First, the Court rejected the relator’s attempt to assert another theory of liability that was not contained in the amended complaint. Acknowledging that this unpled theory “may be meritorious,” the Court nevertheless held that the relator may not assert new theories of FCA liability that were not contained in the amended complaint and which were “based on information learned during discovery.” “A relator,” the Court stated, “cannot plead an FCA violation generally and then fill in the blanks following discovery.” Because the relator described a “distinct, independent scheme” and had not pled this theory of liability or provided a representative example in the complaint, the Court “cannot consider this theory of liability.”
Second, observing that the “Seven Steps” regulation is ambiguous because there is no authoritative interpretation in the regulation or otherwise as to when emergence ends, the Court found that the defendant reasonably interpreted the regulation’s reference to emergence to include a patient’s recovery in the recovery room. The Court acknowledged that the defendant’s interpretation is “opportunistic because it has a financial motive to interpret the regulation that way.” Yet, in the “absence of an authoritative contrary interpretation of the regulation . . . a defendant does not act with the requisite deliberate ignorance or reckless disregard by taking advantage of a disputed legal question.” Moreover, the Court conceded that “the relator has arguably put forth a more reasonable interpretation of the regulation,” but “this is not enough” because the relator “must carry its burden of showing that there is no reasonable interpretation of the law that would make the allegedly false claim valid.”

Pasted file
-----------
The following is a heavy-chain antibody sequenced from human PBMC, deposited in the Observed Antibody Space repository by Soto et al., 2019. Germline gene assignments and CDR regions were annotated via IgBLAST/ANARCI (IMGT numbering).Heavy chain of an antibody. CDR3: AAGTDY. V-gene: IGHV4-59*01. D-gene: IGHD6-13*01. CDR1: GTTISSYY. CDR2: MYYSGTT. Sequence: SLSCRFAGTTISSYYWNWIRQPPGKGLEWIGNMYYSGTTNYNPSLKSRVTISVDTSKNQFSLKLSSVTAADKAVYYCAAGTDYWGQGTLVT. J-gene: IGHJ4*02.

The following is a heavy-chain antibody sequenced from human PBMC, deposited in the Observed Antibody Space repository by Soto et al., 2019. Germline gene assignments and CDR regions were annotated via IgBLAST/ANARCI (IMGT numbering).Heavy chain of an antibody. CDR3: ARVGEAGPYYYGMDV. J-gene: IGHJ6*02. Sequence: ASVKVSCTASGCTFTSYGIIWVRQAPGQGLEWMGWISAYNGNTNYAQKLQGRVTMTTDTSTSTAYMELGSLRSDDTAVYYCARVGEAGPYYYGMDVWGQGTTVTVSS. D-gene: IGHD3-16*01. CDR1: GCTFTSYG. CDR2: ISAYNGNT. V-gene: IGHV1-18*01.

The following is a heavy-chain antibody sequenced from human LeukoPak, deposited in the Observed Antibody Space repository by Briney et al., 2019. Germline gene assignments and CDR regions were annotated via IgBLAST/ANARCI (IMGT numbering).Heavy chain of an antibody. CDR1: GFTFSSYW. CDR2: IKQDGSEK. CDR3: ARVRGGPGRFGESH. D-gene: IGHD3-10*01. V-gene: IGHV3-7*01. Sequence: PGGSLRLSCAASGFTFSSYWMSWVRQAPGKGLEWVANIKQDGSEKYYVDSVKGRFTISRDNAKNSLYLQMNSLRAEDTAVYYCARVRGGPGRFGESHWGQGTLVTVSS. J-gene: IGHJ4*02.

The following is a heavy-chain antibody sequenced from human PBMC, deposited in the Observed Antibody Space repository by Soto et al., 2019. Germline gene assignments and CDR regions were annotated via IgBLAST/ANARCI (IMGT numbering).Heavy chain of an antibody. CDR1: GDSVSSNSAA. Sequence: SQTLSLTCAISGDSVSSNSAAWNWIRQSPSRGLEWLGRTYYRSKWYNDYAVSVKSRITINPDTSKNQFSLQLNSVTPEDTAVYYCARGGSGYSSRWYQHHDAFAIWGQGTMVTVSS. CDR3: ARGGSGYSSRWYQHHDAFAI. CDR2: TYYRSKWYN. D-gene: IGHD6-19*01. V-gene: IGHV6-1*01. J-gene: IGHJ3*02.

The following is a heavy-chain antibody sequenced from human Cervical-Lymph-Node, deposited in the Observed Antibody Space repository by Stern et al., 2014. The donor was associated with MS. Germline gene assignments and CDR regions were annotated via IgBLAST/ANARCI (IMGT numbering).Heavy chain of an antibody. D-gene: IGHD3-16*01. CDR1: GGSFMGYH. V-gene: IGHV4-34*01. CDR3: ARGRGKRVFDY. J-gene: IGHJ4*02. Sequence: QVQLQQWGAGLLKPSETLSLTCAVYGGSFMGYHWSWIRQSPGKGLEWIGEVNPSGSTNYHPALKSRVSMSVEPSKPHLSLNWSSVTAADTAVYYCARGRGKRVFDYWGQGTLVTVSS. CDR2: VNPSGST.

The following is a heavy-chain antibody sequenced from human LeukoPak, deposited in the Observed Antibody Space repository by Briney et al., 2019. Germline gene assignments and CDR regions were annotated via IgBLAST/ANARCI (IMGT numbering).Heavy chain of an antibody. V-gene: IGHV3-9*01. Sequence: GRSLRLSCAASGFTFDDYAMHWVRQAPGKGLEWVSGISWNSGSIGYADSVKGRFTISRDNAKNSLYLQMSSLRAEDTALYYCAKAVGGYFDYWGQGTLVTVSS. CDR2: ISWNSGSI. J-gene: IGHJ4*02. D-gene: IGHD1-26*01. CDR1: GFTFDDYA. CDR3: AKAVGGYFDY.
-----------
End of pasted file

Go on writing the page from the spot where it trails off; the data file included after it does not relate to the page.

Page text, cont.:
Donegan is a real step forward in preventing relators from exploiting ambiguities in Medicare regulations to bring a qui tam action against Medicare providers and hold them hostage if they do not settle. Of course, the Court is not saying a defendant’s mistaken or opportunistic interpretation can never give rise to other civil remedies by Medicare — the government has numerous avenues other than the FCA to enforce its regulatory interpretations. Yet, civil remedies are one thing, but subjecting a defendant to harsh FCA sanctions for violating an ambiguous regulation is a whole different order of magnitude. This is especially true for Medicare providers, like the defendant in this case, who easily can bill and submit thousands of small Medicare claims and for whom the $5,500 – $11,000 penalty per Medicare claim can quickly lead to exposure for catastrophic damages if they lose. Essentially, the Court’s ruling has brought common sense back to the analysis of when a false claim arises when dealing with ambiguous regulations. Now, at least in the 8th Circuit, a defendant who reasonably interprets an ambiguous regulation in the absence of a contrary authoritative regulation cannot know that its interpretation is false and thus cannot be found guilty of violating the False Claims Act.”